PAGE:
Through The Prism Of Craftsmanship
Susan Visvanathan
IN THE SHADOW OF THE DEVI: KUMAON by Manju Kak Niyogi Books, 2017, 255 pp., 1995
September 2017, volume 41, No 9

Art historian, novelist, painter and film-maker, Manju Kak, has brought us a potpourri of sights, smells and experiences. Manju grew up in the hills as a school girl in Nainital, and with her marriage, returned to Uttrakhand, this time to Ranikhet. The memories that she had of long walks, ghost trails, colonial pasts and the legacy of divinity that always lay below the surface, made her write this exquisitely produced coffee table book. Readers may refer to her work on Nicholas Roerich, also published by Niyogi Books. Her photographer friends specializing in mountain photography, have contributed their finest works, free of cost to her. The book, therefore has the work of professionals such as Anup Sah, Deb Mukherjee, Vaibhav Kaul, Shalini Arora, Parikhet Pal, Harpreet Pam, Uday Kak, and Tenzing Lobsang.

Kak begins her book with the way in which the British looked to Kumaon as a ‘get away’ place from the heat of the plains. The hill station thus was increasingly important to the colonists, specially after the Revolt of 1857.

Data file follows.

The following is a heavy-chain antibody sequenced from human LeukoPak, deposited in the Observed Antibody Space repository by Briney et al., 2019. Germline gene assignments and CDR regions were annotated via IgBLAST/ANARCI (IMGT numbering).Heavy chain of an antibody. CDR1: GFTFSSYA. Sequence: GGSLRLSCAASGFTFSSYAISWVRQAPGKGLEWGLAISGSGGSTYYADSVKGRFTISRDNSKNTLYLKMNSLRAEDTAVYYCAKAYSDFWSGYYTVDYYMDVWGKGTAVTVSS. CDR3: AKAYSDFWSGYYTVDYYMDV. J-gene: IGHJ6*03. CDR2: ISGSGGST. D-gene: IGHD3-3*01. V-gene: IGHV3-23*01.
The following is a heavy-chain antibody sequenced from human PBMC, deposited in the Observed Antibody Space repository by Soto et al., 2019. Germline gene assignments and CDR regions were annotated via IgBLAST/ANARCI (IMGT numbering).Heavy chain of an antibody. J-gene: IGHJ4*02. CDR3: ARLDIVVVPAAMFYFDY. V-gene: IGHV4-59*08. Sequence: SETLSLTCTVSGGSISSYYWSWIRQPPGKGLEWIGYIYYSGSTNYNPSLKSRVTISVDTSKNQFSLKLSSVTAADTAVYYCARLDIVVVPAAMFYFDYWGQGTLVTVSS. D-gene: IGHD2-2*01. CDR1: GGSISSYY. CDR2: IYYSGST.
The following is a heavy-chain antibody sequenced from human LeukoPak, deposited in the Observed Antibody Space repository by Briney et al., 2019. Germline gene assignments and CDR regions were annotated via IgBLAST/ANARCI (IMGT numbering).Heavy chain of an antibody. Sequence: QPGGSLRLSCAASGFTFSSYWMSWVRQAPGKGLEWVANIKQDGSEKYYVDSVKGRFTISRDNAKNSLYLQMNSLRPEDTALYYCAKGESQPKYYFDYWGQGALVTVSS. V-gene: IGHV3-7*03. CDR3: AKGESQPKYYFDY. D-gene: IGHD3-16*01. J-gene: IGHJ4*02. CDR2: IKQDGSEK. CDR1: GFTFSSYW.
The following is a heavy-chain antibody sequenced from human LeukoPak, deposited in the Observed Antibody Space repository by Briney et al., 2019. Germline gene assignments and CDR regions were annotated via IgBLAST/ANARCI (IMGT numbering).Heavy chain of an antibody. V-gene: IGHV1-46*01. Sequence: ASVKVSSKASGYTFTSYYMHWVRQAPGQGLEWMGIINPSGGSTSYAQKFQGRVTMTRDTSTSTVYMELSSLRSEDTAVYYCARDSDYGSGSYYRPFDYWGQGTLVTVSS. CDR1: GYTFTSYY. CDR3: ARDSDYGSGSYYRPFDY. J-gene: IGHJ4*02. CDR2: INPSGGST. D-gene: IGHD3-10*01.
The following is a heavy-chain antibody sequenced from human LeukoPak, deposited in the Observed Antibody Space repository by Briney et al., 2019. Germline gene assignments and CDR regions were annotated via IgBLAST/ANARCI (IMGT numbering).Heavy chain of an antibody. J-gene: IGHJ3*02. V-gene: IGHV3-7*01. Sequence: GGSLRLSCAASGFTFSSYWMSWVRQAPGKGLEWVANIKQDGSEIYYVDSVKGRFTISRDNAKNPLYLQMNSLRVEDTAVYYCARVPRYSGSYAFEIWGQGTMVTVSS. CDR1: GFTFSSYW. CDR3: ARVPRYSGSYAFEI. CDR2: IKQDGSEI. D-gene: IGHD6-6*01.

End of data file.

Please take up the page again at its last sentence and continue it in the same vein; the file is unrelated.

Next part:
Major General Sir Henry Ramsay of Scotland was Commissioner of Kumaon for 28 years, from 1856 to 1884. He became one of the most adulated personalities in Kumaon, even deified as an incarnation of Lord Rama. He became known as Ramji Raja, because he assimilated totally with the locals, eating their food, and speaking the local dialects. He is thought to have missionary inclinations, but was so much ‘gone native’ that his sons had to forcibly take him back to Scotland after his retirement.

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